Honda Jazz Hybrid driven
The new Honda Jazz Hybrid is the smallest and cheapest hybrid car in the UK. It uses the same 87bhp 1.3-litre petrol engine, 14bhp electric motor and continuously variable transmission (CVT) as its larger sibling the Insight, which give an average fuel economy of 62.8mpg and CO2 emissions of 104g/km.
That makes it easily the greenest model in the Jazz range. However, we're surprised Honda didn't manage to get the Jazz to creep under the magic 100g/km mark, especially given that larger – albeit more expensive – hybrids such as the Toyota Prius and Auris Hybrid pump out as little as 89g/km.
Failing to limbo under 100g/km means the Jazz won't be exempt from London's congestion charge when the qualifying criteria are changed in January. Honda rightly points out that not everyone drives in London, but it is big towns and cities where hybrids work most effectively.
What is it like to drive?
The launch of this hybrid version coincides with some other revisions to the Jazz range, which Honda says improve the ride and handling of the car. On the road, though, the changes don't make a huge difference.
Like other versions of the Jazz, the Hybrid suffers from an overly firm ride, and its steering is vague and slow-witted. Plenty of wind- and road noise make their way into the cabin as the speed increases, too.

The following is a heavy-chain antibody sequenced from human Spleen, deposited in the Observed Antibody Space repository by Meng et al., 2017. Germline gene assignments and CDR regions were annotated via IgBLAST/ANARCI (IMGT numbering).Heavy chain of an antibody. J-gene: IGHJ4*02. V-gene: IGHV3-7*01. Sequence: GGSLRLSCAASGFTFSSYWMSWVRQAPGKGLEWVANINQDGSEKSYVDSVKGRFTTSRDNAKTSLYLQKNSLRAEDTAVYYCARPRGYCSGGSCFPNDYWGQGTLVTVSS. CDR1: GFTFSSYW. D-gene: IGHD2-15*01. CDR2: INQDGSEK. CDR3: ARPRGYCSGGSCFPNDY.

The CVT gearbox doesn't help matters: if you need to accelerate quickly the revs soar and stay there until you're up to speed, and that makes an almighty racket.
What is it like inside?
The Jazz has always been one of the most practical superminis, and the good news is the hybrid system doesn't really compromise that.
The 'magic' rear seats – which offer multiple seating layouts – are just as clever as in the standard Jazz.
The Hybrid's boot is ever-so-slightly smaller than those in the rest of the Jazz range, but you'd barely notice the difference and there's still loads more space inside than in most supermini rivals.
Interior quality isn't a strong point, though. The hard, scratchy plastics on the dashboard, centre console and the insides of the doors feel disappointingly cheap.
How much will it cost?
This might the cheapest hybrid in the UK, but it still starts at £15,995. That's top whack for a supermini. You could, for example, buy a VW Polo Bluemotion instead and save yourself nearly £1000.
The entry-level HE model isn't all that well equipped, either. You miss out on alloys wheels and cruise control, although you do get climate control and four electric windows.
For those things you'll need to fork out another £500 for HS trim, which also adds an alarm, a leather-trimmed steering wheel, electric folding door mirrors and automatic lights and wipers.
The top-of-the-range HX version costs £17,995 and adds leather seats, a panoramic glass roof, Bluetooth and a USB socket.
What Car? says
The most affordable hybrid yet, but equivalent diesels are cheaper, more economical and pump out less CO2.